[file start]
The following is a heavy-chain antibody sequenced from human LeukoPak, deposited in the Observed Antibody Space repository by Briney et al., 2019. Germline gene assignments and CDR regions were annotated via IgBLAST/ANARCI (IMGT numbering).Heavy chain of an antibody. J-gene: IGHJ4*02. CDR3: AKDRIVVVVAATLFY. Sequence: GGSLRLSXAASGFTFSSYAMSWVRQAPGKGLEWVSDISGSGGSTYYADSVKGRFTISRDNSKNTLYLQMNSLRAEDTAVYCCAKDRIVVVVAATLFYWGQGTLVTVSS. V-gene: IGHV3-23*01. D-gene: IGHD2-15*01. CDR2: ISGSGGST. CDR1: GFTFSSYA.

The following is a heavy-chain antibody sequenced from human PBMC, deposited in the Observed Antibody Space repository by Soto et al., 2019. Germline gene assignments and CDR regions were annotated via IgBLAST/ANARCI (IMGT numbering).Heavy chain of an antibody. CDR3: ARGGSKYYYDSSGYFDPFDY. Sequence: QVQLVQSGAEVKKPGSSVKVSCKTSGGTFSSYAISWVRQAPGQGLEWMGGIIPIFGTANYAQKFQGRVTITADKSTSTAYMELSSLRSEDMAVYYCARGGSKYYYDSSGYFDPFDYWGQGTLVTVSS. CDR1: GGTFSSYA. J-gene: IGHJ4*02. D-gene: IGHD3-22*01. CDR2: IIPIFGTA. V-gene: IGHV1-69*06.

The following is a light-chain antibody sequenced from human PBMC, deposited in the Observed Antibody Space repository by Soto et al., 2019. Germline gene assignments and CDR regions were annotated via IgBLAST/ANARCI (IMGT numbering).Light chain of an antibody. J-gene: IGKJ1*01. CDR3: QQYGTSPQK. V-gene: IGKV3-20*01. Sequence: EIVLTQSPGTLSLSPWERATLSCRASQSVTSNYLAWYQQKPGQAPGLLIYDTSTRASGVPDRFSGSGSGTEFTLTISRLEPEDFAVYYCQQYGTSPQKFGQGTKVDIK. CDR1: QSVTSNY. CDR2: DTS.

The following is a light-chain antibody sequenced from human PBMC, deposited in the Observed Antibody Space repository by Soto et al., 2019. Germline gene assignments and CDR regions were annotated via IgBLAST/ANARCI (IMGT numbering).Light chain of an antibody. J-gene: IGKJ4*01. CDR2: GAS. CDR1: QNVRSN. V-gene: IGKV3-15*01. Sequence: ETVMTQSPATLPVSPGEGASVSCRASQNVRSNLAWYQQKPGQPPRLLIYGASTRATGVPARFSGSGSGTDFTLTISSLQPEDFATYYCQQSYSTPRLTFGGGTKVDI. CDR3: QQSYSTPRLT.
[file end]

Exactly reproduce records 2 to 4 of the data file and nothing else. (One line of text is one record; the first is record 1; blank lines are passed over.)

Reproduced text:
The following is a heavy-chain antibody sequenced from human PBMC, deposited in the Observed Antibody Space repository by Soto et al., 2019. Germline gene assignments and CDR regions were annotated via IgBLAST/ANARCI (IMGT numbering).Heavy chain of an antibody. CDR3: ARGGSKYYYDSSGYFDPFDY. Sequence: QVQLVQSGAEVKKPGSSVKVSCKTSGGTFSSYAISWVRQAPGQGLEWMGGIIPIFGTANYAQKFQGRVTITADKSTSTAYMELSSLRSEDMAVYYCARGGSKYYYDSSGYFDPFDYWGQGTLVTVSS. CDR1: GGTFSSYA. J-gene: IGHJ4*02. D-gene: IGHD3-22*01. CDR2: IIPIFGTA. V-gene: IGHV1-69*06.

The following is a light-chain antibody sequenced from human PBMC, deposited in the Observed Antibody Space repository by Soto et al., 2019. Germline gene assignments and CDR regions were annotated via IgBLAST/ANARCI (IMGT numbering).Light chain of an antibody. J-gene: IGKJ1*01. CDR3: QQYGTSPQK. V-gene: IGKV3-20*01. Sequence: EIVLTQSPGTLSLSPWERATLSCRASQSVTSNYLAWYQQKPGQAPGLLIYDTSTRASGVPDRFSGSGSGTEFTLTISRLEPEDFAVYYCQQYGTSPQKFGQGTKVDIK. CDR1: QSVTSNY. CDR2: DTS.

The following is a light-chain antibody sequenced from human PBMC, deposited in the Observed Antibody Space repository by Soto et al., 2019. Germline gene assignments and CDR regions were annotated via IgBLAST/ANARCI (IMGT numbering).Light chain of an antibody. J-gene: IGKJ4*01. CDR2: GAS. CDR1: QNVRSN. V-gene: IGKV3-15*01. Sequence: ETVMTQSPATLPVSPGEGASVSCRASQNVRSNLAWYQQKPGQPPRLLIYGASTRATGVPARFSGSGSGTDFTLTISSLQPEDFATYYCQQSYSTPRLTFGGGTKVDI. CDR3: QQSYSTPRLT.